It is seemingly ironic that the intense, perhaps unhealthy attention paid to, well, health and fitness is correlated with the tremendous obesity levels now seen in America. It is only seemingly ironic, of course, since most of the advice given in this regard is nonsense. We are advised to eat a low-fat, high-carbohydrate diet, prompting the release of insulin, a chemical which causes our bodies to store more fat. Such advice, it seems, must be given by those who wish to sell weight loss products, to ensure that people will not lose weight on their own. Also, a brief stroll through your local supermarket will make you aware of an odd fact — to follow this advice, you’d need to mostly shun natural, unprocessed products, and reach for only the highly processed, refined items. It would be curious and in need of explanation if our health problems were caused by natural foods and could be avoided by eating unnatural foods. This would be particularly odd in light of the fact that our largest health concerns have only become epidemic in the last 50 years or so. Why should natural foods cause these problems only as people eat less of them?
I would suggest that, in light of these considerations, the typical dietary advice can easily be dispensed with. I don’t have cool slogans for what I do, so I don’t think I’d get rich selling my nutrition ideas. I readily admit that I have no scientific backing or evidence for what I do, and so I can’t even get poor selling it academically. Instead, I’ll just describe what I do, and you can take it or leave it.
Given the intense attention paid to weight loss, it is unsurprising that if someone finds an old picture of me, their first question will be "how did you lose all that weight?" Indeed, over a 2-year period, I lost 100 pounds and have kept it off for 2 years since. Since my diet was pretty simple, I think how I kept it off is a more important question. It’s one I’m still experimenting to figure out. As a result, as I describe what I’m changing now, I might be describing things that are sure to make you gain back all the weight you lost. You’ve been warned.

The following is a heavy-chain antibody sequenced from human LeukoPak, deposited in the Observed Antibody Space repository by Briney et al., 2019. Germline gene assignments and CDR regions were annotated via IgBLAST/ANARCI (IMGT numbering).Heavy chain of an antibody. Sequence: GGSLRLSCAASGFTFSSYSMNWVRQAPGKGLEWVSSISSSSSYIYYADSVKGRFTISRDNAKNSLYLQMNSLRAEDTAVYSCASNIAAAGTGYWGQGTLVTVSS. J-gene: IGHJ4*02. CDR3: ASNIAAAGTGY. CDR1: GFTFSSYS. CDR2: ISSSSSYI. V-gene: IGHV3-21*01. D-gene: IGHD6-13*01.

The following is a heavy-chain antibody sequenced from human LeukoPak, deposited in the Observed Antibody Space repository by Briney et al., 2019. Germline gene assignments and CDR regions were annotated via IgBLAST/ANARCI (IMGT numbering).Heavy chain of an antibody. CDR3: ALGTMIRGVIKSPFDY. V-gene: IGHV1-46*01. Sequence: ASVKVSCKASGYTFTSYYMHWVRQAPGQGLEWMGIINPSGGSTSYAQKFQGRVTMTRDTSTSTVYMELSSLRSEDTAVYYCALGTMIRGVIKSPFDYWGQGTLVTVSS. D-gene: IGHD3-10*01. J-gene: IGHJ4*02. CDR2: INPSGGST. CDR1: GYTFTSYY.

As I suggested above, my first rule is a general preference for natural foods. In general, the less that’s been done to it, the better. My second rule was the inverse of the typical advice — I tried to eat more fats and less carbs. While trying to lose weight, I ate no grain products, very few fruits, and no refined carbs or sugars. During this phase, I did violate my natural principle and eat some artificially sweetened items, although I tried to keep it to a minimum. I followed the Atkins principles, but didn’t count grams, weigh foods, or other boring things that tend to make me lose interest. Instead, I just focused on what I was eating. Pasta — bad. Meat — good, provided it hadn’t been ruined with trans-fats and fillers and flavorings and such.